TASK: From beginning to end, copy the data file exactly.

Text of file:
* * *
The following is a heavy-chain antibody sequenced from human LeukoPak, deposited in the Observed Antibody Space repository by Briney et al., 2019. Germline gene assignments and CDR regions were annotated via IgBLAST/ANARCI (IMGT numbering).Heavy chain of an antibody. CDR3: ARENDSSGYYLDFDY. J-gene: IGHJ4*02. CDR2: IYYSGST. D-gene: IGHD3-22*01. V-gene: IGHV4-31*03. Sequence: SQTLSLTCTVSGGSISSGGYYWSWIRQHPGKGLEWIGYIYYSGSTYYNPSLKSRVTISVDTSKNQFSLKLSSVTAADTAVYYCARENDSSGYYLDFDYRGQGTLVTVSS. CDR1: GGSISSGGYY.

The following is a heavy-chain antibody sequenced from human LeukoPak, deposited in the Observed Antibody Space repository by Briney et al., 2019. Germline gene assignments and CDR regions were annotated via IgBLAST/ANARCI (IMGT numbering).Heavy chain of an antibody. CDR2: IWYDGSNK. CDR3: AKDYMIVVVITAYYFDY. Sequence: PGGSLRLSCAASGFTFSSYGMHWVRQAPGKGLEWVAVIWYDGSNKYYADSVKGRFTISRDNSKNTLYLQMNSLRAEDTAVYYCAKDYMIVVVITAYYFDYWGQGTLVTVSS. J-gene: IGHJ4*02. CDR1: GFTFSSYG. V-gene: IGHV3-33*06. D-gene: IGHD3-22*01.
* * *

The following is a heavy-chain antibody sequenced from human LeukoPak, deposited in the Observed Antibody Space repository by Briney et al., 2019. Germline gene assignments and CDR regions were annotated via IgBLAST/ANARCI (IMGT numbering).Heavy chain of an antibody. CDR3: ARENDSSGYYLDFDY. J-gene: IGHJ4*02. CDR2: IYYSGST. D-gene: IGHD3-22*01. V-gene: IGHV4-31*03. Sequence: SQTLSLTCTVSGGSISSGGYYWSWIRQHPGKGLEWIGYIYYSGSTYYNPSLKSRVTISVDTSKNQFSLKLSSVTAADTAVYYCARENDSSGYYLDFDYRGQGTLVTVSS. CDR1: GGSISSGGYY.

The following is a heavy-chain antibody sequenced from human LeukoPak, deposited in the Observed Antibody Space repository by Briney et al., 2019. Germline gene assignments and CDR regions were annotated via IgBLAST/ANARCI (IMGT numbering).Heavy chain of an antibody. CDR2: IWYDGSNK. CDR3: AKDYMIVVVITAYYFDY. Sequence: PGGSLRLSCAASGFTFSSYGMHWVRQAPGKGLEWVAVIWYDGSNKYYADSVKGRFTISRDNSKNTLYLQMNSLRAEDTAVYYCAKDYMIVVVITAYYFDYWGQGTLVTVSS. J-gene: IGHJ4*02. CDR1: GFTFSSYG. V-gene: IGHV3-33*06. D-gene: IGHD3-22*01.